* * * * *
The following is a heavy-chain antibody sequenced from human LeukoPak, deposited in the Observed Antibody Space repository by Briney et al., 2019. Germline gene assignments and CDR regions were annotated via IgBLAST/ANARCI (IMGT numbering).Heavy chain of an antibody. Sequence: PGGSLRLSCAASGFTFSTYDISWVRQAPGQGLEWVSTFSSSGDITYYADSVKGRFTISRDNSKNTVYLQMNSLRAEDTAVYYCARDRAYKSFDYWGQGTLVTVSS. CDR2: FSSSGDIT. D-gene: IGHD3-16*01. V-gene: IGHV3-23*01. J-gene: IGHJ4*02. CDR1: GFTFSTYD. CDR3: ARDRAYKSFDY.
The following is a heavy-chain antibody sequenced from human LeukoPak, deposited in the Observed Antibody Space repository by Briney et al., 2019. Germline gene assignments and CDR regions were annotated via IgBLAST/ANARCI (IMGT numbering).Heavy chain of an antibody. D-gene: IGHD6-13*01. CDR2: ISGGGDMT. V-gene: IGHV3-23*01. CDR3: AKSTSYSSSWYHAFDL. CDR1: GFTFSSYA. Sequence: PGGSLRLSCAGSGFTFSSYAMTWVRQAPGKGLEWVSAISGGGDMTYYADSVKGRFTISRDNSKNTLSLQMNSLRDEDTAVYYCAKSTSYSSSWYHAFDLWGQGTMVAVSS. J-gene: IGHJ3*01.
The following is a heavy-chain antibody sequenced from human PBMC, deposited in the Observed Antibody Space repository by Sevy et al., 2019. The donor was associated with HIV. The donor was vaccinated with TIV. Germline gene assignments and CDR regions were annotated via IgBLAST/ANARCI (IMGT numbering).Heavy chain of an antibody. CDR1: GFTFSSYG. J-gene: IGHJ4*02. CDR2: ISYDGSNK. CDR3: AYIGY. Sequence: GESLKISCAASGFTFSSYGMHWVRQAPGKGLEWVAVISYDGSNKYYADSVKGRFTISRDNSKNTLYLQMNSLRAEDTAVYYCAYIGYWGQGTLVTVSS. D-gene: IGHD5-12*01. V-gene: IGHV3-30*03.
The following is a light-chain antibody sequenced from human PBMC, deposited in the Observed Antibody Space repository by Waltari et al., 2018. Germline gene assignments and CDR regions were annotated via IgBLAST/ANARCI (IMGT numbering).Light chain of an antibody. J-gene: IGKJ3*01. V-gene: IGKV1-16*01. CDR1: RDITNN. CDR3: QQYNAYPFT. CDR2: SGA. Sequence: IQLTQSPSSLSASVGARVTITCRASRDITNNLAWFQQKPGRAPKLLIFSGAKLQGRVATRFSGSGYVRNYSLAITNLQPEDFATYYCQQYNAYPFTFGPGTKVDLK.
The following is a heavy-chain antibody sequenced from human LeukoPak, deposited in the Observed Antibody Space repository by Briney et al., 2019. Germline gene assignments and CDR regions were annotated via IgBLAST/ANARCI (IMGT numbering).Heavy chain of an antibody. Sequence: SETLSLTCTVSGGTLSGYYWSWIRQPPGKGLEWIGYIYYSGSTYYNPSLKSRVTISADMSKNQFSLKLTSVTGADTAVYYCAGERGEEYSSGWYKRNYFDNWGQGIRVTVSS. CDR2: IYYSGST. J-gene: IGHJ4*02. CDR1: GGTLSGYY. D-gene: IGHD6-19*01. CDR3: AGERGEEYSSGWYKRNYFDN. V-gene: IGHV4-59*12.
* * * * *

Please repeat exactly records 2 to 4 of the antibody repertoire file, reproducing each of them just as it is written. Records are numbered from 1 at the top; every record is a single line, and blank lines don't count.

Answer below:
The following is a heavy-chain antibody sequenced from human LeukoPak, deposited in the Observed Antibody Space repository by Briney et al., 2019. Germline gene assignments and CDR regions were annotated via IgBLAST/ANARCI (IMGT numbering).Heavy chain of an antibody. D-gene: IGHD6-13*01. CDR2: ISGGGDMT. V-gene: IGHV3-23*01. CDR3: AKSTSYSSSWYHAFDL. CDR1: GFTFSSYA. Sequence: PGGSLRLSCAGSGFTFSSYAMTWVRQAPGKGLEWVSAISGGGDMTYYADSVKGRFTISRDNSKNTLSLQMNSLRDEDTAVYYCAKSTSYSSSWYHAFDLWGQGTMVAVSS. J-gene: IGHJ3*01.
The following is a heavy-chain antibody sequenced from human PBMC, deposited in the Observed Antibody Space repository by Sevy et al., 2019. The donor was associated with HIV. The donor was vaccinated with TIV. Germline gene assignments and CDR regions were annotated via IgBLAST/ANARCI (IMGT numbering).Heavy chain of an antibody. CDR1: GFTFSSYG. J-gene: IGHJ4*02. CDR2: ISYDGSNK. CDR3: AYIGY. Sequence: GESLKISCAASGFTFSSYGMHWVRQAPGKGLEWVAVISYDGSNKYYADSVKGRFTISRDNSKNTLYLQMNSLRAEDTAVYYCAYIGYWGQGTLVTVSS. D-gene: IGHD5-12*01. V-gene: IGHV3-30*03.
The following is a light-chain antibody sequenced from human PBMC, deposited in the Observed Antibody Space repository by Waltari et al., 2018. Germline gene assignments and CDR regions were annotated via IgBLAST/ANARCI (IMGT numbering).Light chain of an antibody. J-gene: IGKJ3*01. V-gene: IGKV1-16*01. CDR1: RDITNN. CDR3: QQYNAYPFT. CDR2: SGA. Sequence: IQLTQSPSSLSASVGARVTITCRASRDITNNLAWFQQKPGRAPKLLIFSGAKLQGRVATRFSGSGYVRNYSLAITNLQPEDFATYYCQQYNAYPFTFGPGTKVDLK.